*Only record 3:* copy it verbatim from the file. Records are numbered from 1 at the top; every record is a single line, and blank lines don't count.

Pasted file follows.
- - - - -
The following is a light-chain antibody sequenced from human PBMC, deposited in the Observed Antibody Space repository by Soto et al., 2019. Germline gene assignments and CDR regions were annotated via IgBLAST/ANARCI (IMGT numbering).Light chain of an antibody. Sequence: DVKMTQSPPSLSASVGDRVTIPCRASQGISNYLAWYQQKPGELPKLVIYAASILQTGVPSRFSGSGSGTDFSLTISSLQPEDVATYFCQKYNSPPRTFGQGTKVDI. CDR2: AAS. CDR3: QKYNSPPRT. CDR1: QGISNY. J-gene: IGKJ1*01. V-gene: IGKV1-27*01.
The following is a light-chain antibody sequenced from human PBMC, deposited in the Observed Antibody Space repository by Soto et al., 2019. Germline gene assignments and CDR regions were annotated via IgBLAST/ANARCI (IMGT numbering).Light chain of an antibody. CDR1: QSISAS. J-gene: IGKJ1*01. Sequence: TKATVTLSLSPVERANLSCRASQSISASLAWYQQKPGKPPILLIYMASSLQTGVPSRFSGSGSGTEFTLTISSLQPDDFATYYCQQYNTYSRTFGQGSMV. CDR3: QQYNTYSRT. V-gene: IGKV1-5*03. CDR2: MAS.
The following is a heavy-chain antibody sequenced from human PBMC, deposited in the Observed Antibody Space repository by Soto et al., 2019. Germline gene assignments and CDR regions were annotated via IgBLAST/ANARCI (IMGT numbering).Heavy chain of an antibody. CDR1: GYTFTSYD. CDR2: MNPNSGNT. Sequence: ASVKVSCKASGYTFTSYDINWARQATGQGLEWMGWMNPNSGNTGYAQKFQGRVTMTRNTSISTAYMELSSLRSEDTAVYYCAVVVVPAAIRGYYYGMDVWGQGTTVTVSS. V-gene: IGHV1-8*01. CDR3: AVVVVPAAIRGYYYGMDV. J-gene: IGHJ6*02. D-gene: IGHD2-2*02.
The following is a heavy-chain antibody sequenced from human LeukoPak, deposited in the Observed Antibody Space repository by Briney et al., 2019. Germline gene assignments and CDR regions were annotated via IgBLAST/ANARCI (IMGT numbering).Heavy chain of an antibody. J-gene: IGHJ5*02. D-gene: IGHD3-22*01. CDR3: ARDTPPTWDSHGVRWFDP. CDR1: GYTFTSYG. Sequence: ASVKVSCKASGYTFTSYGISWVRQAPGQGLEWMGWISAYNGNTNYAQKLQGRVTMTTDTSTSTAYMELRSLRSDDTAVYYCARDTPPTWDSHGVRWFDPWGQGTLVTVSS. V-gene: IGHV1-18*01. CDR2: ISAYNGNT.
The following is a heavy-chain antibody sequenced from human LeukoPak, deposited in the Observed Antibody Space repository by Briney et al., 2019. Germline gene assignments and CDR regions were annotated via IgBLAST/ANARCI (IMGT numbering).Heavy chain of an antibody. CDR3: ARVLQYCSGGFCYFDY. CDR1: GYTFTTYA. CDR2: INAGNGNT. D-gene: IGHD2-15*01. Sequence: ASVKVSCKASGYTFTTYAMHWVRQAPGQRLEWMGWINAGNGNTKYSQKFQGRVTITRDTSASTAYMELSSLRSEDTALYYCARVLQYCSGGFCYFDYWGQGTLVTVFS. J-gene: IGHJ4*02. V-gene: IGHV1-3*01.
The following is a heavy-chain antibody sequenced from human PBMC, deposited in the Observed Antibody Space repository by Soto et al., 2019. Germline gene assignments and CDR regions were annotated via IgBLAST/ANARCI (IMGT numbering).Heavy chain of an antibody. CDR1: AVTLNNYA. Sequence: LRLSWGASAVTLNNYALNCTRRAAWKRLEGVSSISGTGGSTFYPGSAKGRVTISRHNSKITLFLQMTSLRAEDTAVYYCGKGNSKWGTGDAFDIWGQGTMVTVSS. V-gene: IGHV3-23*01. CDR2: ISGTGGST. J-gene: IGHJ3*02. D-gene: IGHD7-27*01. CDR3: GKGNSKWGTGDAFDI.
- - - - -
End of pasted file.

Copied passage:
The following is a heavy-chain antibody sequenced from human PBMC, deposited in the Observed Antibody Space repository by Soto et al., 2019. Germline gene assignments and CDR regions were annotated via IgBLAST/ANARCI (IMGT numbering).Heavy chain of an antibody. CDR1: GYTFTSYD. CDR2: MNPNSGNT. Sequence: ASVKVSCKASGYTFTSYDINWARQATGQGLEWMGWMNPNSGNTGYAQKFQGRVTMTRNTSISTAYMELSSLRSEDTAVYYCAVVVVPAAIRGYYYGMDVWGQGTTVTVSS. V-gene: IGHV1-8*01. CDR3: AVVVVPAAIRGYYYGMDV. J-gene: IGHJ6*02. D-gene: IGHD2-2*02.